Even if your product is a runaway success, and you have zero active churns, your rapid growth still conceals a threat lurking in the shadows as involuntary churn


Involuntary churn does not happen overnight; it takes its time to creep in gently without calling for attention.


Here's a clue: Let's say your customer's life cycle is 18 months. 


Generally, credit cards expire every three years, right?


So over your customers' 18-month lifecycle, around half of them will need to update their payment information, or you'll lose them to involuntary churn.


This means if you've 100 customers, that will amount to 50 involuntary churners, including your most loyal customers.  These delinquencies start to take a severe toll on your revenue if they are spread out over the course of 18 months.


Involuntary churn will appear as a patient deterioration of your growth over time, rather than a downward burst. It's never loud and doesn't add up quickly until the end of your customer lifetime.


Before you know it, you've lost a million dollars in sales in just 18 months without notice.


However, the issue extends beyond lost money. With customer delinquencies considered, let's say your LTV is $2,650. If your CAC is $1,200, you've got an LTV:CAC ratio of just 2.2; which is below the threshold for sustainable growth.  


Your customer acquisition cost and pricing should be influenced by the nature of your customers, and not by churn. Sadly, if involuntary churn is uncontrolled, it won't stop after killing your unit economics, it will also kill your customer experience too.


3. Involuntary Churn Affects Customer Relationship

In addition to reducing your revenue, involuntary churn can erode your customers' faith in you and your product.


Assume you're a selling Subscription product and an automated charge fails on the due date of one of your customer's payments due to an expired card. Your customer will not receive their recurring order if you don't have a method in place to notify them of their payment failure.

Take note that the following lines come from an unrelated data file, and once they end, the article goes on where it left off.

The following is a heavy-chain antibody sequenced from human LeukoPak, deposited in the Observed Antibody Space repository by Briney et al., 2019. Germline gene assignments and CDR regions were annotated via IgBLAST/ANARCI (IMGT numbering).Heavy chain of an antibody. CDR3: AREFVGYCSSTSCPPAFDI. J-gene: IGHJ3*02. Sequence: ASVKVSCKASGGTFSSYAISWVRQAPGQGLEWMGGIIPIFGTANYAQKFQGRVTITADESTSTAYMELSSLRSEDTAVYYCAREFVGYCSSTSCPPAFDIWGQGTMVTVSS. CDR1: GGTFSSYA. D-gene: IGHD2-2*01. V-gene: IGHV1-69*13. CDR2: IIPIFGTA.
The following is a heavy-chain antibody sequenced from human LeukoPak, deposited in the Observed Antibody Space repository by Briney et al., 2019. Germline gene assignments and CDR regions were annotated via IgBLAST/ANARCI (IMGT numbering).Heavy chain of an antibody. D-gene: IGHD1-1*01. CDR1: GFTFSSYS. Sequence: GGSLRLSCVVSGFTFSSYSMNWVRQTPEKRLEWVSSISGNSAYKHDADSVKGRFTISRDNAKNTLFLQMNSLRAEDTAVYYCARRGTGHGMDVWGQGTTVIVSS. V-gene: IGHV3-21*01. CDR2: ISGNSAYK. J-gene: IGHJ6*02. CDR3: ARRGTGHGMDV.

Without customers realizing the problem, they call your customer service team in a rage asking why they didn't receive your product. And even though those who wish to continue with you might request a new payment method, avoidable damage has been done already.


Subscription companies who do not aggressively control their involuntary churn experience this predicament regularly. Customers will rapidly find someone else if they can't trust you to consistently render a service or product (even if it's because their payment method fails).


And sometimes when failed payments continue, it turns customers who churn involuntarily into voluntary churners.


Conclusion

In the next article, we will discuss a few things you can do to reduce or end involuntary churn. One approach I’ve found very useful for subscription businesses over the years is using a Subscription management solution with churn bursting algorithm that automatically sends your customers notices or reminders before their credit card expiry date. Subscription management solution like Chargzen has proven effective in stopping involuntary churn and saved many businesses millions in potential losses.